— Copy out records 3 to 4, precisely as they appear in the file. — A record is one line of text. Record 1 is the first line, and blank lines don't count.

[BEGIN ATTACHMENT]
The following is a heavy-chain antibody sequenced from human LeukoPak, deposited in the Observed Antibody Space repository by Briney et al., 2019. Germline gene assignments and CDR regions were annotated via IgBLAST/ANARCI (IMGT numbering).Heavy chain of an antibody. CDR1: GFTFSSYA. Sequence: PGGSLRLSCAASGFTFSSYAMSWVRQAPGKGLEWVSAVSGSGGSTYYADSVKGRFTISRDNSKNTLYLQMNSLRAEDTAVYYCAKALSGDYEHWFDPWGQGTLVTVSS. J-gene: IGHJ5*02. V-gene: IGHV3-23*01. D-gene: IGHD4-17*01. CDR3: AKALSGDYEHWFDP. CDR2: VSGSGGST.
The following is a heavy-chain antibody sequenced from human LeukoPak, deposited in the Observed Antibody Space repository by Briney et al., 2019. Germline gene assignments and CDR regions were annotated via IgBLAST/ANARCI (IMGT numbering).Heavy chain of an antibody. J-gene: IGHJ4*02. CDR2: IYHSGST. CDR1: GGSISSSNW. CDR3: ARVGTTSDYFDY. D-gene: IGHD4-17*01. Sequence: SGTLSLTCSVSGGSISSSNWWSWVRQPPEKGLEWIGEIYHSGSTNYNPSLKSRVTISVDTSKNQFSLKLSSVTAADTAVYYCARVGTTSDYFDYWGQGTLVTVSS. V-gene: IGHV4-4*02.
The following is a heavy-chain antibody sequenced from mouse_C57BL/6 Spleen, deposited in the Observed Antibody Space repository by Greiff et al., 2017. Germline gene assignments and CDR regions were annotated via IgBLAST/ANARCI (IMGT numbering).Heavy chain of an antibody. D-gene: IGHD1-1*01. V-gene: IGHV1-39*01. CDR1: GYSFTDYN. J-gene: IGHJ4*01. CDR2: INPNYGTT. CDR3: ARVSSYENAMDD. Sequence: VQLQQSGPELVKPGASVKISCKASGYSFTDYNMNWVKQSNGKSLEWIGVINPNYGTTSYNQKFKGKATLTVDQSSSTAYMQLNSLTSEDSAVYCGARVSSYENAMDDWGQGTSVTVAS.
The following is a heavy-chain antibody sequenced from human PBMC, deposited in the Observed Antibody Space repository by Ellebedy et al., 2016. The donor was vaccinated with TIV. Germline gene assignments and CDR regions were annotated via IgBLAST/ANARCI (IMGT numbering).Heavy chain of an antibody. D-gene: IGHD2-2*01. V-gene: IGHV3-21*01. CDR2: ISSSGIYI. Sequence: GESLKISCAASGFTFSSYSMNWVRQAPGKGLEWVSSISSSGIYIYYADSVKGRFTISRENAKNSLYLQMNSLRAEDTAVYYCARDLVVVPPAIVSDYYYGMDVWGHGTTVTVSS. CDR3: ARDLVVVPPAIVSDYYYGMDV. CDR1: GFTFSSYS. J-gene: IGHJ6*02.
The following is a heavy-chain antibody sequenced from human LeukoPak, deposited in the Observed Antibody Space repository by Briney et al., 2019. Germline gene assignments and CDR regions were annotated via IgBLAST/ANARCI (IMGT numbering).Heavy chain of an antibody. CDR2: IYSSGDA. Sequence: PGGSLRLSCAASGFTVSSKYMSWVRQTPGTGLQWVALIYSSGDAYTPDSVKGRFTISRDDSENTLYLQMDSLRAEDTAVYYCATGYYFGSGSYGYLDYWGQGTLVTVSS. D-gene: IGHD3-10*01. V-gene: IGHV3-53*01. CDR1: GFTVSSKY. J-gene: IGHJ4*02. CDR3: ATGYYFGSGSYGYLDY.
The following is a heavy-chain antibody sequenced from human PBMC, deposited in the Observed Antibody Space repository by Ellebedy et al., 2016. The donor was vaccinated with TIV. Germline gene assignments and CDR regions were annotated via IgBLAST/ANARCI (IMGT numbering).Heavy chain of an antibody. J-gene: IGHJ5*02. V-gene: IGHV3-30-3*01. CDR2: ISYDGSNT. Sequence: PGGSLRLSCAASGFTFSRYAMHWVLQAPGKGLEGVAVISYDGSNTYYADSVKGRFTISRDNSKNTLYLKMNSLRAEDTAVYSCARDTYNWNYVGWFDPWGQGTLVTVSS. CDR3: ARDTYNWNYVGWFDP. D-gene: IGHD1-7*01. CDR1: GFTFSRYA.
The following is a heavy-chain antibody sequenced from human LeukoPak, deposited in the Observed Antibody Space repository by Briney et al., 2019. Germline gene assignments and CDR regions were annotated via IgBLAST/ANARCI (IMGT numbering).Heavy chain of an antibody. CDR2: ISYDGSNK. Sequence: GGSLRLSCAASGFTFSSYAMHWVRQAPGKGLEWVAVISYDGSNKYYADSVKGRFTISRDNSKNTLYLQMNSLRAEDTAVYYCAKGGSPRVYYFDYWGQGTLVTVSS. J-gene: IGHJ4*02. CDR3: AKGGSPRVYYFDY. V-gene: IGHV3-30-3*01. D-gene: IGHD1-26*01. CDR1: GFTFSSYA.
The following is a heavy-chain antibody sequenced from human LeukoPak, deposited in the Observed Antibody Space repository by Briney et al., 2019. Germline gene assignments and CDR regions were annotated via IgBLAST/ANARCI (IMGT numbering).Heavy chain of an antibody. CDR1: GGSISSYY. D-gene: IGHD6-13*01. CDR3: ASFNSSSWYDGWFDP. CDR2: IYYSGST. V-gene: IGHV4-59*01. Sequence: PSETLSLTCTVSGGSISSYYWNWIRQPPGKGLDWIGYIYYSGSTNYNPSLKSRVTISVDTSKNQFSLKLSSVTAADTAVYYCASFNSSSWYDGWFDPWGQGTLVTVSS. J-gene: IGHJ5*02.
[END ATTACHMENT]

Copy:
The following is a heavy-chain antibody sequenced from mouse_C57BL/6 Spleen, deposited in the Observed Antibody Space repository by Greiff et al., 2017. Germline gene assignments and CDR regions were annotated via IgBLAST/ANARCI (IMGT numbering).Heavy chain of an antibody. D-gene: IGHD1-1*01. V-gene: IGHV1-39*01. CDR1: GYSFTDYN. J-gene: IGHJ4*01. CDR2: INPNYGTT. CDR3: ARVSSYENAMDD. Sequence: VQLQQSGPELVKPGASVKISCKASGYSFTDYNMNWVKQSNGKSLEWIGVINPNYGTTSYNQKFKGKATLTVDQSSSTAYMQLNSLTSEDSAVYCGARVSSYENAMDDWGQGTSVTVAS.
The following is a heavy-chain antibody sequenced from human PBMC, deposited in the Observed Antibody Space repository by Ellebedy et al., 2016. The donor was vaccinated with TIV. Germline gene assignments and CDR regions were annotated via IgBLAST/ANARCI (IMGT numbering).Heavy chain of an antibody. D-gene: IGHD2-2*01. V-gene: IGHV3-21*01. CDR2: ISSSGIYI. Sequence: GESLKISCAASGFTFSSYSMNWVRQAPGKGLEWVSSISSSGIYIYYADSVKGRFTISRENAKNSLYLQMNSLRAEDTAVYYCARDLVVVPPAIVSDYYYGMDVWGHGTTVTVSS. CDR3: ARDLVVVPPAIVSDYYYGMDV. CDR1: GFTFSSYS. J-gene: IGHJ6*02.